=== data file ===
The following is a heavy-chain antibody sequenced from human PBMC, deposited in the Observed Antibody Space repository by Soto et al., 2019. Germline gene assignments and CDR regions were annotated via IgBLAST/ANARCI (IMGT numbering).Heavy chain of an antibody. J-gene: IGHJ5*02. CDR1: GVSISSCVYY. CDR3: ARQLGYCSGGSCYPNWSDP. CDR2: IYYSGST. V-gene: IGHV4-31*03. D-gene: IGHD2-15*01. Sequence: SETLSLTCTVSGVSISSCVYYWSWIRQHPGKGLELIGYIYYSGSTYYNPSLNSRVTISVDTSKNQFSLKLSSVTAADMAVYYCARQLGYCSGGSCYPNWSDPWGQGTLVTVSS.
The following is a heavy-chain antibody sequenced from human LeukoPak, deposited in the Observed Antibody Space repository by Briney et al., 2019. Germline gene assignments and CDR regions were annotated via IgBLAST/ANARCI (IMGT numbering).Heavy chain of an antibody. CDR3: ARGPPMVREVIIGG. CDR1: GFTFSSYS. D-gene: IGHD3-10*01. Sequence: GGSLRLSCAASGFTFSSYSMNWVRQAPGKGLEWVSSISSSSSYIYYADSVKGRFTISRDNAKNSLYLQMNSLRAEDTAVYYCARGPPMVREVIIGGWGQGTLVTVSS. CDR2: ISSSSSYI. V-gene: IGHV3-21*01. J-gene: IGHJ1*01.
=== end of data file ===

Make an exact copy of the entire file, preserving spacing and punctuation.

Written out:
The following is a heavy-chain antibody sequenced from human PBMC, deposited in the Observed Antibody Space repository by Soto et al., 2019. Germline gene assignments and CDR regions were annotated via IgBLAST/ANARCI (IMGT numbering).Heavy chain of an antibody. J-gene: IGHJ5*02. CDR1: GVSISSCVYY. CDR3: ARQLGYCSGGSCYPNWSDP. CDR2: IYYSGST. V-gene: IGHV4-31*03. D-gene: IGHD2-15*01. Sequence: SETLSLTCTVSGVSISSCVYYWSWIRQHPGKGLELIGYIYYSGSTYYNPSLNSRVTISVDTSKNQFSLKLSSVTAADMAVYYCARQLGYCSGGSCYPNWSDPWGQGTLVTVSS.
The following is a heavy-chain antibody sequenced from human LeukoPak, deposited in the Observed Antibody Space repository by Briney et al., 2019. Germline gene assignments and CDR regions were annotated via IgBLAST/ANARCI (IMGT numbering).Heavy chain of an antibody. CDR3: ARGPPMVREVIIGG. CDR1: GFTFSSYS. D-gene: IGHD3-10*01. Sequence: GGSLRLSCAASGFTFSSYSMNWVRQAPGKGLEWVSSISSSSSYIYYADSVKGRFTISRDNAKNSLYLQMNSLRAEDTAVYYCARGPPMVREVIIGGWGQGTLVTVSS. CDR2: ISSSSSYI. V-gene: IGHV3-21*01. J-gene: IGHJ1*01.